Many years ago, there was a lot of talk about using supercapacitors and ultracapacitors in electric vehicles (oh, remember those days?) Aside from Mazda's i-ELOOP technology, capacitors haven't really become a thing. But like all good technologies, things have kept evolving in labs. MIT, in fact, just announced that it has developed a supercapacitor that does not need any carbon. By eliminating carbon, the supercaps may, "potentially produce more power than existing versions." And yes, they could be deployed in electric vehicles, as well as for things like grid storage.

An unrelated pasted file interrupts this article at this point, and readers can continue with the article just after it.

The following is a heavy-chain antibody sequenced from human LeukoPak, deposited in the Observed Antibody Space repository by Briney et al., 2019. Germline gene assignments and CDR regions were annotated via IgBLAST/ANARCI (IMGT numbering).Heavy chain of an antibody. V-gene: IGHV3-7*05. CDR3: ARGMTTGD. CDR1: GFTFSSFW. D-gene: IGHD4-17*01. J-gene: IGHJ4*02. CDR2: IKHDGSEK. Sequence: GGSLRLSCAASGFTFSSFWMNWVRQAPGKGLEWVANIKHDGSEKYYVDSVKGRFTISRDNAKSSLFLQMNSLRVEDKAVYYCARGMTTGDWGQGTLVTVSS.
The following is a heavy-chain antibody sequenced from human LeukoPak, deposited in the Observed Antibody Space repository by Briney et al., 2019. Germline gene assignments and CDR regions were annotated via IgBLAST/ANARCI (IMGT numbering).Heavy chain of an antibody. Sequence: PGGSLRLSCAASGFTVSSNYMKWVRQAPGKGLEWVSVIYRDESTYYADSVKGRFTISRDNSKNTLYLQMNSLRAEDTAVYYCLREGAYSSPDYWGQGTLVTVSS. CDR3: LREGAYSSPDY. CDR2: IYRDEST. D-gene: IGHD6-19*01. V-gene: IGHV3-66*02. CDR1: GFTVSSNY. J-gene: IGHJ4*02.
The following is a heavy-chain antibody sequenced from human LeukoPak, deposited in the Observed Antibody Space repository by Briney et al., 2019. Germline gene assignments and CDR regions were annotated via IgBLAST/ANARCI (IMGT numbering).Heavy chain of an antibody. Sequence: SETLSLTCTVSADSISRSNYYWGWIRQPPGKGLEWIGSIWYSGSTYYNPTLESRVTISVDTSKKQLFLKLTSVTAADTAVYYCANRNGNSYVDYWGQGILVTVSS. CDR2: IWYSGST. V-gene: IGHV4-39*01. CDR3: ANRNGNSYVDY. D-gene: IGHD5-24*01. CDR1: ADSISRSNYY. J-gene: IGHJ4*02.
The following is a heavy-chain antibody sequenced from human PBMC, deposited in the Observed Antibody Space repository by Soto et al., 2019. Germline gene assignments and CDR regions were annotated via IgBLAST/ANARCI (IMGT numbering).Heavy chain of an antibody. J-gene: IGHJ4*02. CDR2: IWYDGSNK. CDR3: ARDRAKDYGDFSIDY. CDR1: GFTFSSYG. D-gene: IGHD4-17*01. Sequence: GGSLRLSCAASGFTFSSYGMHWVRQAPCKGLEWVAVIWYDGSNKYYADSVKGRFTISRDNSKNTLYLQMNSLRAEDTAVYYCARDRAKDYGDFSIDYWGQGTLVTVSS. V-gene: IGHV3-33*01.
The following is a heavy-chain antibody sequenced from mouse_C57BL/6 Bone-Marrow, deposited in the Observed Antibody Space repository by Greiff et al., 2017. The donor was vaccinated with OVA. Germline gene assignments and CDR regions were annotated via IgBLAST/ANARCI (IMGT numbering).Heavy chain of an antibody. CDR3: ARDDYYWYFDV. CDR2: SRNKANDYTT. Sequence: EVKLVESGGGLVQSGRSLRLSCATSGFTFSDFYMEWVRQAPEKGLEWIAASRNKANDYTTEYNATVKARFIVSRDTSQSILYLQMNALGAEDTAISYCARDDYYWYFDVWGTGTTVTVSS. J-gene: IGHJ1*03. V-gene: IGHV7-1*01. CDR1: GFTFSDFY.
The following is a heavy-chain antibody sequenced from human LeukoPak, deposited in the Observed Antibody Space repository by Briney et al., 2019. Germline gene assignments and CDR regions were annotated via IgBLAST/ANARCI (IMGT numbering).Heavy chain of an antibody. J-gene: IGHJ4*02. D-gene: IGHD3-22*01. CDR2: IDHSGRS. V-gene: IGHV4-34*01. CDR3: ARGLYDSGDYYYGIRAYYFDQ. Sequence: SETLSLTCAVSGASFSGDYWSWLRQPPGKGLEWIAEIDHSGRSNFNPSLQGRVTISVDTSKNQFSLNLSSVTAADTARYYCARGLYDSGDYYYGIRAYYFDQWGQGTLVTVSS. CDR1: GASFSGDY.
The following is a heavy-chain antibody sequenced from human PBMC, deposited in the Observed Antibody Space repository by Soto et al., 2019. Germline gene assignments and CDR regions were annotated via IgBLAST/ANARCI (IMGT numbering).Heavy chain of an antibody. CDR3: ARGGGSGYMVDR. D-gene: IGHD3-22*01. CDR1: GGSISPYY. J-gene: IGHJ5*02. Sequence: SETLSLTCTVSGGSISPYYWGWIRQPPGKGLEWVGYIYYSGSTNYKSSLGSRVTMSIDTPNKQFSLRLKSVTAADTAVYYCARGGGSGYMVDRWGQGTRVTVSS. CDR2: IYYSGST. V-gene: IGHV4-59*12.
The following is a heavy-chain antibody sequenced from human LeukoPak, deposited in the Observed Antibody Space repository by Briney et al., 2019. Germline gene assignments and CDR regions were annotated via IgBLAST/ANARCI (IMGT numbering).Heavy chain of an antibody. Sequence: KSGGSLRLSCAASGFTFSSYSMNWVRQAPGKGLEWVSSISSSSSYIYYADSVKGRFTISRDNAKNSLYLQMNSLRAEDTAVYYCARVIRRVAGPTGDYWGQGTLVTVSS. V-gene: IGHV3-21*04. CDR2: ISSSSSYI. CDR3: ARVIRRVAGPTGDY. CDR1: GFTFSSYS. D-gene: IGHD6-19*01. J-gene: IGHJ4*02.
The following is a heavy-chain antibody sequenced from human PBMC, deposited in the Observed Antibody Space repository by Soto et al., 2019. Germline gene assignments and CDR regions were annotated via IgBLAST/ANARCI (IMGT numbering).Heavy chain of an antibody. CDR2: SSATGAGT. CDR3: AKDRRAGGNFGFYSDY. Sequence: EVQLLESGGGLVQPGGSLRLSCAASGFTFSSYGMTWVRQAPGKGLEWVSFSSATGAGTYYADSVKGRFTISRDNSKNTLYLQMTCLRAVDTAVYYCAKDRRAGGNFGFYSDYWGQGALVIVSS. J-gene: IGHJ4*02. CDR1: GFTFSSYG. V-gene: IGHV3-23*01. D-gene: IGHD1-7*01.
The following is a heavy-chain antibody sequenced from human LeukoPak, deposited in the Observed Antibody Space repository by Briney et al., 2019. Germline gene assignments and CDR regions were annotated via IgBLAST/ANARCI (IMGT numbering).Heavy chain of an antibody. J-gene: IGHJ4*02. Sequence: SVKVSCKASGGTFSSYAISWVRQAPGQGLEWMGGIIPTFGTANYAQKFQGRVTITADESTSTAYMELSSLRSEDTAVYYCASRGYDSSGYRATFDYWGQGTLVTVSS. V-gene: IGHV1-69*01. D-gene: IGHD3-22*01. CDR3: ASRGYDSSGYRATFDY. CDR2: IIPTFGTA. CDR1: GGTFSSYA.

Instead of carbon, the new supercapacitors use something called, "metal-organic frameworks." Yeah, that's gonna need a quick Wiki look-up. The take-away point is that this material have more surface area than other materials for their size, which means that they have an, "ability to withstand large numbers of charge/discharge cycles. Tests showed they lost less than 10 percent of their performance after 10,000 cycles, which is comparable to existing commercial supercapacitors," according to MIT. Also, these capacitors could be made without the "high temperatures and harsh chemicals" that current supercapacitors need. Of course, one of the problems with the metal-organic supercaps is that they don't conduct electricity all that well. Well, didn't. The team of researchers at MIT and other places is working on that, and says they can tune the materials to make them do what the team needs without going all catawampus.

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